South America's third biggest economy is in "virtual default," according to Argentina's President Alberto Fernandez, who claims it is suffering a similar crisis to the worst of its history in 2001.

Mired in recession, with sky-high poverty, inflation and unemployment, Argentina's GDP is expected to fall by 3.1 percent in 2019.

Center-leftist Fernandez has blamed his market-friendly predecessor Mauricio Macri's austerity measures for Argentina's economic woes.

Fernandez has announced tax hikes on foreign currency purchases, agricultural exports and car sales while pledging a 10,000 ($160) peso bonus for pensioners and a six-month freeze on public utility prices.

Here, AFP looks at the five keys to Argentina's economic crisis and the task facing Fernandez to try to solve the country's problems.

Argentina is one of the few countries in the International Monetary Fund's emerging market and developing economies that has failed to control inflation. While the average for the group is expected to end 2019 at 4.7 percent, the IMF predicts Argentina will hit 57 percent: outstripped only by Venezuela and Zimbabwe.

Already in 2018, Argentina registered inflation of 47.6 percent, worsening a situation that began with its 2001 crisis after the country ended its 11-year-old policy of pegging the peso to the US dollar.

Argentina's crisis was sparked by a sudden crash in the pesos's value 18 months ago. It lost more than 50 percent in 2018 and is down another 38 percent this year.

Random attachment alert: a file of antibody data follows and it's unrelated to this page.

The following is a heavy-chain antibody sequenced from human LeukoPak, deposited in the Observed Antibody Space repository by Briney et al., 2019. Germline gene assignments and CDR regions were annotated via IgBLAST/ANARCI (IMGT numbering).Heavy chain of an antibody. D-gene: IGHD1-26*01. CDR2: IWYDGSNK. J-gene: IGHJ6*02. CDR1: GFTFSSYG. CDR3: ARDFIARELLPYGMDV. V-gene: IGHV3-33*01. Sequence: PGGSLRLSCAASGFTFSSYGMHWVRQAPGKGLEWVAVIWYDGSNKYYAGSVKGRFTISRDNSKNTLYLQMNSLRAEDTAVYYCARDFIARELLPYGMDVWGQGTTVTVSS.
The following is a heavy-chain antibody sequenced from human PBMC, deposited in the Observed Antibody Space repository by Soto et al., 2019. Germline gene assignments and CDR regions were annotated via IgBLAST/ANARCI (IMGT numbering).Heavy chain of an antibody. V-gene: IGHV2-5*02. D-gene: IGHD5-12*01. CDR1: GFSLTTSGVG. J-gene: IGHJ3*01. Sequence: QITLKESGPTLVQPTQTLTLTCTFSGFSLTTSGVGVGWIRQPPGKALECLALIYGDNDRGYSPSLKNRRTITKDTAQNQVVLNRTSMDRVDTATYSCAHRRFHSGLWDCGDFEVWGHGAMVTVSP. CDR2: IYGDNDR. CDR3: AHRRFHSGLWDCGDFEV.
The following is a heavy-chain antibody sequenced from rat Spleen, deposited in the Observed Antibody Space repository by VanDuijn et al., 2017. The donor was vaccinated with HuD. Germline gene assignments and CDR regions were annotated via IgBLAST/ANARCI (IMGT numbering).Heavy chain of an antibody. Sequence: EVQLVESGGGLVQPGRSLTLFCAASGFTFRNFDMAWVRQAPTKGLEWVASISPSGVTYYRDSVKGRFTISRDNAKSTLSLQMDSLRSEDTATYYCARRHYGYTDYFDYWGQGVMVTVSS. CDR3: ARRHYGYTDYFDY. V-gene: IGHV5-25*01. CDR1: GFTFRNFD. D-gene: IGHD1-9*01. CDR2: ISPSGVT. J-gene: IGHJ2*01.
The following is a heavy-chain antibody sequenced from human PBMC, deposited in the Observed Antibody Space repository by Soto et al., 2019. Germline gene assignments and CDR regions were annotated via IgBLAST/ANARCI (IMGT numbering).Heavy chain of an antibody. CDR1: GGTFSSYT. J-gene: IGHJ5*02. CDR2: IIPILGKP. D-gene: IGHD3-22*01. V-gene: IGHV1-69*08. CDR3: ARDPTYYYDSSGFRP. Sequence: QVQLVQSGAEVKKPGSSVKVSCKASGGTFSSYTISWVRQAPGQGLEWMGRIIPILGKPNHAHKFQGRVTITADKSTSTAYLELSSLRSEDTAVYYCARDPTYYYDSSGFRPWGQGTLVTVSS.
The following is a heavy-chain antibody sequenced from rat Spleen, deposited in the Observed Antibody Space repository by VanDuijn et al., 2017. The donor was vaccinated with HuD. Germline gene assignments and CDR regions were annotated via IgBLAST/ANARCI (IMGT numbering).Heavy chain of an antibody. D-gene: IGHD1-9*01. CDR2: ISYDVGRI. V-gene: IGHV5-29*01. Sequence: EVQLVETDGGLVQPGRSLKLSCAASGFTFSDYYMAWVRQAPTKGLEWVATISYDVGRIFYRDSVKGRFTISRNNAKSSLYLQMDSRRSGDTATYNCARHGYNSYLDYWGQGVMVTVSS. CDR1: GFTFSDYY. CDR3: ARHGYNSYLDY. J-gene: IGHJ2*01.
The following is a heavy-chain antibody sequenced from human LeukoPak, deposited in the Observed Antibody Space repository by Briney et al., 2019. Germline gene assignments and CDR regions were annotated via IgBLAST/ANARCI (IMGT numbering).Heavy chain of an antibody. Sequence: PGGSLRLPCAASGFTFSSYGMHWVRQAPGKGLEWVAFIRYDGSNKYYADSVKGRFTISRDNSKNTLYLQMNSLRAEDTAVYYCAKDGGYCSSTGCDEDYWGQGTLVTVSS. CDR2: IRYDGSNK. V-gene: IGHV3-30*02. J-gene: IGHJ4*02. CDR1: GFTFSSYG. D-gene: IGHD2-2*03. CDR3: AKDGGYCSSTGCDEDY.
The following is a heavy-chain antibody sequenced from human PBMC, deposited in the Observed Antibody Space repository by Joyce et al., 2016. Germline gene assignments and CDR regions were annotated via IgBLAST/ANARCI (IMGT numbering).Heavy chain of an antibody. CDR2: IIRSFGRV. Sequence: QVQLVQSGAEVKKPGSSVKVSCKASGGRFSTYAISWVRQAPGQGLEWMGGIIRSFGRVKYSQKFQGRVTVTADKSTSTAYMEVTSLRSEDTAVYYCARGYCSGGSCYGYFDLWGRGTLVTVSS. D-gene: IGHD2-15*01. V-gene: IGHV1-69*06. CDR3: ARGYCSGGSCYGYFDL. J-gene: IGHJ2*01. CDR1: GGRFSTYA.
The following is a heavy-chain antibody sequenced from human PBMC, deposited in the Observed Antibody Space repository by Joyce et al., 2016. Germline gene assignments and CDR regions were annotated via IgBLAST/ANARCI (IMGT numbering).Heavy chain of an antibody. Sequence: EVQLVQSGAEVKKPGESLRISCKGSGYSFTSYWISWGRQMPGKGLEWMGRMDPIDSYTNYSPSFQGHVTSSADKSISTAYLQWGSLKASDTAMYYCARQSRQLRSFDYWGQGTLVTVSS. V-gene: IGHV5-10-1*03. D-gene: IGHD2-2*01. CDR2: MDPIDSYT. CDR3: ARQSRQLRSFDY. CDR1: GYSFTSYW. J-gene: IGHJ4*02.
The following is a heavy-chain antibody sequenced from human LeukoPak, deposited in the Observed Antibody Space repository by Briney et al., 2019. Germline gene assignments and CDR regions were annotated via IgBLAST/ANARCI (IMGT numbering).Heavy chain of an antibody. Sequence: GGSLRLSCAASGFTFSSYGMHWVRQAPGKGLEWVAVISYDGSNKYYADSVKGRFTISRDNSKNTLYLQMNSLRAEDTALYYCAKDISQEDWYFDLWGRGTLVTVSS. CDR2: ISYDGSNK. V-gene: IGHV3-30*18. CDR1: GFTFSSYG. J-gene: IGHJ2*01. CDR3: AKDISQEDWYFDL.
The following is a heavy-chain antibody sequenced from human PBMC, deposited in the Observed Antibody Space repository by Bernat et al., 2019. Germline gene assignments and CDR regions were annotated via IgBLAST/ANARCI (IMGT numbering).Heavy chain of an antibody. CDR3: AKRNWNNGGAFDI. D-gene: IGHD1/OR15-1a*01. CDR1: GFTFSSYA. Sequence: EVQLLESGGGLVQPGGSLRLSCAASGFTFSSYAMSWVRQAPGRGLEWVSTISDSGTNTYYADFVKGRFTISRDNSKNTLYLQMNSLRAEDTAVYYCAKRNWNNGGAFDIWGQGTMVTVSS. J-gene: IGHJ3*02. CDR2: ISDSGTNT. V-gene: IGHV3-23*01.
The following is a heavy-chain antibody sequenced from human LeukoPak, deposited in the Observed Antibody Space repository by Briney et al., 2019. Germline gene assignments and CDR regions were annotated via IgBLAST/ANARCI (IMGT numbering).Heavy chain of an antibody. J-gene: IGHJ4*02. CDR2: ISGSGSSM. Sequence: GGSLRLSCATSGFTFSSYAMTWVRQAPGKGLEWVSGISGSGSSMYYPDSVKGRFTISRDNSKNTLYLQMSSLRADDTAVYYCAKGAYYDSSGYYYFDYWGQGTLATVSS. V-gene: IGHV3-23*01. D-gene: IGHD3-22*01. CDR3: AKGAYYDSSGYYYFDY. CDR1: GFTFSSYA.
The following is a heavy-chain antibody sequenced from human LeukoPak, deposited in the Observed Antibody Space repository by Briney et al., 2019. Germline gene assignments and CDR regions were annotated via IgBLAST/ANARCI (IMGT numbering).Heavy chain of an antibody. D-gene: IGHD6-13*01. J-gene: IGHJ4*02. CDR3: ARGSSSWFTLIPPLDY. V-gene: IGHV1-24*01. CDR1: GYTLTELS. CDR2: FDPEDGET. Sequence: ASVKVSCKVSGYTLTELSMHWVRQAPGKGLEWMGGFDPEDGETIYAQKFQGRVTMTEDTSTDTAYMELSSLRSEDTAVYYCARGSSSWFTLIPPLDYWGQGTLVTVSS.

The rampant inflation and falling value of the peso has hit Argentines' spending power drastically.

Argentina has been in recession since the second quarter of 2018. Last year, the economy shrank by 2.5 percent. The IMF expects the economy to shrink by another 3.1 percent this year and 1.3 percent in 2020. It has already contracted for the last 17 months in a row.

The new government is hoping to stimulate the economy by encouraging buying and refunding taxes to small and medium-sized businesses -- an important sector in the bid to prevent unemployment, which has hit almost 10 percent, from continuing to increase.

New Argentina President Alberto Fernandez says he's inherited a country on the verge of defaulting and wants to renegotiate its debt repayment burden with the IMF
New Argentina President Alberto Fernandez says he's inherited a country on the verge of defaulting and wants to renegotiate its debt repayment burden with the IMF AFP / Emiliano Lasalvia

Rising poverty, which currently affects 41 percent of Argentina's 44 million people, is one of the biggest concerns. Earlier this year, Congress adopted a food emergency law to allocate greater resources to social programs.

Fernandez has launched a plan alongside businesses and social organizations to "tackle hunger" by distributing food stamps.

Macri's tough austerity measures enabled Argentina to reduce its primary fiscal deficit from almost 7.0 percent of GDP in 2015 to an estimated 0.9 percent this year.

In return, the International Monetary Fund agreed to a bail-out loan of $57 billion, some $44 billion of which has been disbursed. However, Fernandez has said he will refuse the remainder.

Debt has risen to $335 billion, including the IMF loan. The IMF expects Argentina's debt as a percentage of GDP to reach 93 percent by the end of the year, compared with 53 percent when Macri came to power.

Fernandez says Argentina is in "virtual default" and blames Macri's government for leaving his administration in a position where it cannot pay its debt.

The government has stressed that Argentina wants to pay its debt but insists that "to be able to pay, we have to be able to, and for that, there needs to be growth."

In the meantime, the country unilaterally postponed a $9 billion maturities payment until August, a move that saw rating agencies Fitch and S&P downgrade its credit rating, though Fitch later reversed that.